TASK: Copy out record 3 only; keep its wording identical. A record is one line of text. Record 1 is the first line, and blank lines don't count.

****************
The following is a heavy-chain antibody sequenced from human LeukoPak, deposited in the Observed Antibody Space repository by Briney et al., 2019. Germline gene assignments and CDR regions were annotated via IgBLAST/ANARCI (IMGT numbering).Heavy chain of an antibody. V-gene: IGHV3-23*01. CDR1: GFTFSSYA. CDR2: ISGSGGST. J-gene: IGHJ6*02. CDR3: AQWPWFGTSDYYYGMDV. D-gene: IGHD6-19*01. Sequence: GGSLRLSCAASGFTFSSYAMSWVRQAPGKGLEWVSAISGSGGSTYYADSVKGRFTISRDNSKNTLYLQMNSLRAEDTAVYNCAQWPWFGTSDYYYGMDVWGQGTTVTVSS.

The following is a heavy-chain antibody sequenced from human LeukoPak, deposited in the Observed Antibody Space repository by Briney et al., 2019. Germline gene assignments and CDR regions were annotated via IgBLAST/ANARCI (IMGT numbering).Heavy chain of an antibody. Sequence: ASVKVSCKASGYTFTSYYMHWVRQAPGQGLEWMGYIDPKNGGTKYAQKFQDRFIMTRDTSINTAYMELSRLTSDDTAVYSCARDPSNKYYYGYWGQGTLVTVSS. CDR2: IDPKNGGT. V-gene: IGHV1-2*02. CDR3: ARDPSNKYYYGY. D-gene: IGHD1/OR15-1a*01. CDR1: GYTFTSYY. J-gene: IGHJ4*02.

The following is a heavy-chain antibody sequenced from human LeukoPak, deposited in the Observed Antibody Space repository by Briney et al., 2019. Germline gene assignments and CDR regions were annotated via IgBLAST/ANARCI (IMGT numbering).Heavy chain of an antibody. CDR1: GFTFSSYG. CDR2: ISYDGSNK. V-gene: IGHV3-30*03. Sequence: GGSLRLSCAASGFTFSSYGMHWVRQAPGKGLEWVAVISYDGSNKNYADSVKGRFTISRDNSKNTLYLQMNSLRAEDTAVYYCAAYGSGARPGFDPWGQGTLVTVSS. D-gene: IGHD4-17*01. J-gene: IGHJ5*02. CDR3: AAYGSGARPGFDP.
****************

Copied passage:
The following is a heavy-chain antibody sequenced from human LeukoPak, deposited in the Observed Antibody Space repository by Briney et al., 2019. Germline gene assignments and CDR regions were annotated via IgBLAST/ANARCI (IMGT numbering).Heavy chain of an antibody. CDR1: GFTFSSYG. CDR2: ISYDGSNK. V-gene: IGHV3-30*03. Sequence: GGSLRLSCAASGFTFSSYGMHWVRQAPGKGLEWVAVISYDGSNKNYADSVKGRFTISRDNSKNTLYLQMNSLRAEDTAVYYCAAYGSGARPGFDPWGQGTLVTVSS. D-gene: IGHD4-17*01. J-gene: IGHJ5*02. CDR3: AAYGSGARPGFDP.